York County has the ineffable Don Jean to thank for the development of so many resources for the homeless in southern Maine. In 35 years, Jean has transformed a fledgling homeless shelter, providing alcohol abuse services in the crumbling Alfred County jail, into a human services organization that serves 400 clients at a time. Nine out of 10 of these clients are struggling with substance abuse or mental health disorders. York County Shelter Programs operates an emergency shelter in Alfred and now owns more than 20 residences across York County, as well as a working farm and a bakery.
This organization believes the cycle of homelessness can only be ended if clients are provided with more than a bed. So part of York County Shelter Programs’ work is aimed at giving their clients a shot at living independent, healthy lives. Rehabilitation may include vocational training at the organization’s bakery or on the farm in West Newfield. In 2012, York County Shelter Programs partnered with Serenity House in Portland to provide a residential program for men struggling with drug and alcohol addiction, dual diagnosis and co-dependency.
Accommodations and Food
Clients without cars are in luck. Serenity House is just a block away from Congress Street, the main road through Portland, Maine’s prosperous coastal city. The house is a three-story red and white colonial with 40 beds where men share bedrooms, bathrooms and common areas. A full-time chef prepares three meals a day for the clients and dietary restrictions can be accommodated.
At Angers Farm, named for one of the program’s original long-term residents, the white clapboard farmhouse has 10 beds. Residents, who stay for as long as it takes them to get well and acclimated to living a sober lifestyle, help out with the farm’s operation, taking care of the animals and tending 105 acres of land. They also participate in meal preparation, making use of all they produce on the farm.
Treatment and Staff
Serenity House treats clients for drug and alcohol addiction, dual diagnosis, co-dependency and relationship issues. Because the house treats a range of addictions, each client’s recovery plan is individualized; there is no standard length of stay. Detox is not offered on-site, so clients are expected to arrive sober and maintain abstinence during their stay at Serenity House. After intake, clients are assigned a counselor with whom they meet for weekly individual therapy. Counselors also supervise group therapy and lead group recreational outings.
York County Shelter Programs is not based on the 12 steps like so many other rehabs; the focus is on life skills training. Some group discussions focus on the cycle of addiction and how to prevent relapse. Others help clients plan for building sober lives, educating them about how to seek employment and rebuild relationships with family and friends.
Serenity House is staffed with licensed drug and alcohol counselors, registered drug and alcohol counselors and drug counseling aides. Clients with dual diagnosis who need further psychiatric attention are referred to outside sources and that treatment is incorporated into their substance abuse schedule.
Beds are hard to come by at York County Shelter Programs’ farm, given its limited capacity. The substance abuse treatment program at Angers Farm is officially six months long, though many clients stay longer. The time spent taking care of animals and crops and maintaining the land is at the center of the Angers Farm recovery program. The idea is to be of service and practice accountability. Residents interviewed by a local newspaper for a story on the farm raved about the program’s impact on their recovery.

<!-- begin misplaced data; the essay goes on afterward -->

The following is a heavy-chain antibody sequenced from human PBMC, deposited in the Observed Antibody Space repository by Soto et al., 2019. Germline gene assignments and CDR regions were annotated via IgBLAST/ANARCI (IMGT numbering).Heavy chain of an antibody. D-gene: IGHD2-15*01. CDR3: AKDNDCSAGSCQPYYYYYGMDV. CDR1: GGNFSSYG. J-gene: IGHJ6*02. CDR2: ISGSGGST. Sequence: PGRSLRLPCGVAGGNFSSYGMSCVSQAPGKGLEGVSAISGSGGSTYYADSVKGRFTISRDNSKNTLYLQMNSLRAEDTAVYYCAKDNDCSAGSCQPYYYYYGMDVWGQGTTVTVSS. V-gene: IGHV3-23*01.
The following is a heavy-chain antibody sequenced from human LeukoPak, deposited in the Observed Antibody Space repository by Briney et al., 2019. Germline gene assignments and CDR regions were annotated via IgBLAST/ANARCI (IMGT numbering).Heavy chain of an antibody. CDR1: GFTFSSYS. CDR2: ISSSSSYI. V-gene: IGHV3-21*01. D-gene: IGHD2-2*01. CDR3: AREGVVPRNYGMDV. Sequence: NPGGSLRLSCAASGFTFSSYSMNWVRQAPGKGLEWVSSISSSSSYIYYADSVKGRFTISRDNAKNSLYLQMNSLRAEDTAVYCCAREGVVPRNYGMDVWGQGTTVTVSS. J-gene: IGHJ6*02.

York County Shelter Programs operates an emergency shelter in Alfred and 26 houses for homeless men and women. Fifteen of these are in Sanford, York County’s biggest city. These people are not accepted as clients on the basis of being addicts like they are at Serenity House and Angers Farm; nevertheless, a vast majority do struggle with drug and alcohol abuse and counseling is available to them at every residence. Additional support services to shelter residents of York County include legal assistance, educational opportunities, crisis counseling, benefits assistance and in some cases, employment.
York County Shelter Programs owns and operates the historic bakery at Notre Dame in Alfred, staffing it with clients. The bakery serves the general public, but also provides meals to the York County shelter around the corner.
One notable accomplishment of York County Shelter Programs is its embrace of eco-friendly practices. It was the first of Maine’s shelters to run on solar panels, using renewable energy. They are vigilant about recycling, composting and using high-efficiency insulation to save energy.
Serenity House clients receive education about physical health and wellness. They are encouraged to use the local YMCA in their free time. The facility also has basketballs and sports equipment available for clients to use.
The Portland Press Herald wrote a flattering and in-depth profile of Don Jean last year, which describes in detail the expansion of York County Shelter Programs. While there are many beds and services offered, wait lists can still be long. It’s worth the trouble: the staff at York County Shelter Programs is devoted to rebuilding lives from the ground up.
York County Shelter Programs
147 Shaker Hill Rd
Alfred, ME 04002
York County Shelter Programs Cost: Sliding scale. Reach York County Shelter Programs by phone at (207) 324-1137 or by email at [email protected]. Find York County Shelter Programs on Facebook, Twitter and Google+
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